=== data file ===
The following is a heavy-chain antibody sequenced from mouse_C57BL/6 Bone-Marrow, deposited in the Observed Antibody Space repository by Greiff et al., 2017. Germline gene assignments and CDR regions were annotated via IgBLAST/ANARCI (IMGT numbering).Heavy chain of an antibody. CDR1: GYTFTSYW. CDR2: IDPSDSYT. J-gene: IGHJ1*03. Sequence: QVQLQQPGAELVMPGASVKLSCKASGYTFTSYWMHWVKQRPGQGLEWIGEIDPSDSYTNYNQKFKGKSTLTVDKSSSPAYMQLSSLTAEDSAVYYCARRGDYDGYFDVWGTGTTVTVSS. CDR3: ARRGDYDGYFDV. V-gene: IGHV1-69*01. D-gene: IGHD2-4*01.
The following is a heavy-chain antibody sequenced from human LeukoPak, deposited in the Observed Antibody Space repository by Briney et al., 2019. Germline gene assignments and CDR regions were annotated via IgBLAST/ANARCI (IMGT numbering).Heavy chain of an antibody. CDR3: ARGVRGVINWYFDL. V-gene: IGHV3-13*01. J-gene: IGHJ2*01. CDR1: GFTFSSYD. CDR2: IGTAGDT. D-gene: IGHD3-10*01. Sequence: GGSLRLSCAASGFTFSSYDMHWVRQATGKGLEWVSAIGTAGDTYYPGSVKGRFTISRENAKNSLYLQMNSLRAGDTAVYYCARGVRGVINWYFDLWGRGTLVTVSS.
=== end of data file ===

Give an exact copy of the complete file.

The following is a heavy-chain antibody sequenced from mouse_C57BL/6 Bone-Marrow, deposited in the Observed Antibody Space repository by Greiff et al., 2017. Germline gene assignments and CDR regions were annotated via IgBLAST/ANARCI (IMGT numbering).Heavy chain of an antibody. CDR1: GYTFTSYW. CDR2: IDPSDSYT. J-gene: IGHJ1*03. Sequence: QVQLQQPGAELVMPGASVKLSCKASGYTFTSYWMHWVKQRPGQGLEWIGEIDPSDSYTNYNQKFKGKSTLTVDKSSSPAYMQLSSLTAEDSAVYYCARRGDYDGYFDVWGTGTTVTVSS. CDR3: ARRGDYDGYFDV. V-gene: IGHV1-69*01. D-gene: IGHD2-4*01.
The following is a heavy-chain antibody sequenced from human LeukoPak, deposited in the Observed Antibody Space repository by Briney et al., 2019. Germline gene assignments and CDR regions were annotated via IgBLAST/ANARCI (IMGT numbering).Heavy chain of an antibody. CDR3: ARGVRGVINWYFDL. V-gene: IGHV3-13*01. J-gene: IGHJ2*01. CDR1: GFTFSSYD. CDR2: IGTAGDT. D-gene: IGHD3-10*01. Sequence: GGSLRLSCAASGFTFSSYDMHWVRQATGKGLEWVSAIGTAGDTYYPGSVKGRFTISRENAKNSLYLQMNSLRAGDTAVYYCARGVRGVINWYFDLWGRGTLVTVSS.